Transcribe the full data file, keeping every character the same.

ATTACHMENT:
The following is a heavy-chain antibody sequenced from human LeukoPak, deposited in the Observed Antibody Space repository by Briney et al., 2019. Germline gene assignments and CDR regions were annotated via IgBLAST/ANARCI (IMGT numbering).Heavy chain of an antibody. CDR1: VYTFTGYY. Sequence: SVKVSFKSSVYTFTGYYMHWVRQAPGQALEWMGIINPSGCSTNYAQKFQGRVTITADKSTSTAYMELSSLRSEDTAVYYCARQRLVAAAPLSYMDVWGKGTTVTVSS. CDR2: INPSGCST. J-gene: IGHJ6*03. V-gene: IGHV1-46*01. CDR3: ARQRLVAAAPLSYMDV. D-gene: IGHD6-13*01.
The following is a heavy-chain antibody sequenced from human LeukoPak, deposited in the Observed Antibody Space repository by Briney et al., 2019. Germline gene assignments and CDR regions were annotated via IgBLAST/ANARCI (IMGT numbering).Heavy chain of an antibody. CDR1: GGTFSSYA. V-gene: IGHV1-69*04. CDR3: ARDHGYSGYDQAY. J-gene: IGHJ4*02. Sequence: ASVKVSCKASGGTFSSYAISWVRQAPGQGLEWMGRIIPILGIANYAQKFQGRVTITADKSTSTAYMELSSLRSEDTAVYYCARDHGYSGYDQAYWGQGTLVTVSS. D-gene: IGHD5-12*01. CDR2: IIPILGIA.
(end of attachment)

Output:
The following is a heavy-chain antibody sequenced from human LeukoPak, deposited in the Observed Antibody Space repository by Briney et al., 2019. Germline gene assignments and CDR regions were annotated via IgBLAST/ANARCI (IMGT numbering).Heavy chain of an antibody. CDR1: VYTFTGYY. Sequence: SVKVSFKSSVYTFTGYYMHWVRQAPGQALEWMGIINPSGCSTNYAQKFQGRVTITADKSTSTAYMELSSLRSEDTAVYYCARQRLVAAAPLSYMDVWGKGTTVTVSS. CDR2: INPSGCST. J-gene: IGHJ6*03. V-gene: IGHV1-46*01. CDR3: ARQRLVAAAPLSYMDV. D-gene: IGHD6-13*01.
The following is a heavy-chain antibody sequenced from human LeukoPak, deposited in the Observed Antibody Space repository by Briney et al., 2019. Germline gene assignments and CDR regions were annotated via IgBLAST/ANARCI (IMGT numbering).Heavy chain of an antibody. CDR1: GGTFSSYA. V-gene: IGHV1-69*04. CDR3: ARDHGYSGYDQAY. J-gene: IGHJ4*02. Sequence: ASVKVSCKASGGTFSSYAISWVRQAPGQGLEWMGRIIPILGIANYAQKFQGRVTITADKSTSTAYMELSSLRSEDTAVYYCARDHGYSGYDQAYWGQGTLVTVSS. D-gene: IGHD5-12*01. CDR2: IIPILGIA.